DISCLAIMER: This article was originally posted on Odyssey.
The two installments of this series should not be the sole focus of everyone’s minds. Although I don’t like the false extension dates of the publications of the two final installments, I still hold the opinion that George R. R. Martin should not be pressured to finish writing the “Song of Ice and Fire” series. He owns his personal work and obliges to no fan’s selfish desires.
The tragedy within this controversy is that George R. R. Martin wrote the “Song of Ice and Fire” series as a means of escape from his hum-drum career as a Hollywood screenwriter. Now two decades later, it became business as usual for him with the management of constant interviews, managing the newly restored Jean Cocteau film theatre, script-writing for the HBO television series based on the book series, and other writing projects, such as editing the “Wild Card” series and creating the encyclopedias for his main work adding to his constant delays.
News of his possible death resorted him to flip off everyone who entertained such worries. Although watching his interviews can be as fascinating as reading his book series, he would not develop such a response if his life was not stressful. Obviously, there is the concern that Martin could follow the path of Frank Herbert and Robert Jordan, who were world-renowned writers who left their unfinished series to be posthumously written by other authors.
However, Martin told David Benioff and Dan Weiss, the show’s directors, the crucial points of the last two installments in case any unexpected occurrence happens. Although the show became its own beast, I would expect Daniel Abraham or Gardner Dozois to finish the series since they have a history of collaborating with Martin in such works as “Hunter’s Run.”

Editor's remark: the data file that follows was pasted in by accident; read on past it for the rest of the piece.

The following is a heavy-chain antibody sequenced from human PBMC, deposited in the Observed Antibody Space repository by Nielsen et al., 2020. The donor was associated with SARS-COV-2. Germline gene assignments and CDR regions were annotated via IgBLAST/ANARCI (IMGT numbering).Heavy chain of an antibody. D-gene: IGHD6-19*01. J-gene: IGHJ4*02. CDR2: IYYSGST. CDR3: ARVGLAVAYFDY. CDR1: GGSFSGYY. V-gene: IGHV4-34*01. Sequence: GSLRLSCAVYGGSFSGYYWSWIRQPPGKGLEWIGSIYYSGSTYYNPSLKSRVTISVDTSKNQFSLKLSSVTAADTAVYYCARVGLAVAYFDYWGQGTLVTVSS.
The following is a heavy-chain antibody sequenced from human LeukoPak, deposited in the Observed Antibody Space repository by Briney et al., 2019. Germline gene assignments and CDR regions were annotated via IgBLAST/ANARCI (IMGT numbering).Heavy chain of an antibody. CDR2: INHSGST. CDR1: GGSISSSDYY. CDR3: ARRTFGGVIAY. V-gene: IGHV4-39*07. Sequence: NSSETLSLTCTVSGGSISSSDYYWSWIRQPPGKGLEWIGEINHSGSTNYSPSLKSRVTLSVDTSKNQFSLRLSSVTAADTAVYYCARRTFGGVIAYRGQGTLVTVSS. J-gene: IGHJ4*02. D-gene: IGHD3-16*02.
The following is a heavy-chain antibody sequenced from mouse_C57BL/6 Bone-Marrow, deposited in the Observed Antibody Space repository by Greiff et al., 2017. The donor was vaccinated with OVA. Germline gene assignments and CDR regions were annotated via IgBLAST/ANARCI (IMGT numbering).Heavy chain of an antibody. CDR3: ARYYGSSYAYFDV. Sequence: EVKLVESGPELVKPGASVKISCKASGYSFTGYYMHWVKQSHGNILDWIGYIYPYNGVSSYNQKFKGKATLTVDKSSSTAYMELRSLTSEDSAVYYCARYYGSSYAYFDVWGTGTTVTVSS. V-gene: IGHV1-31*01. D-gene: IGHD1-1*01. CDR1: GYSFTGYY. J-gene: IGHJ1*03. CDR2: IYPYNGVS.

I could just tell all of the fans pressing him to finish the series to “grow up,” but I want to suggest taking alternative paths when exploring Martin’s writing. My recommendation to those who are complaining is to read his earlier work, such as “Fevre Dream,” which takes place in the steamboat industry in Mississippi in the 1800’s…also it includes vampires. If you want to walk a step further, read the authors who inspired George R. R. Martin, such as Robert Heinlein and J. R. R. Tolkien and imbibe what material Martin could have taken from as inspiration.
While the First-World problems of some fans can be worthy of placing a hand over the eyes, it can be agreed by all fans that the “Song of Ice and Fire” series is a phenomenal work of literature. The point I try to convey is that an author should not be judged solely by his best-selling work, but by his entire bibliography and by his empathetic nature as a human being with needs. Yes, we can make jokes about George R. R. Martin not “writing like the wind,” but remember that “The Winds of Winter” and “A Dream of Spring” will eventually come out, sooner or later.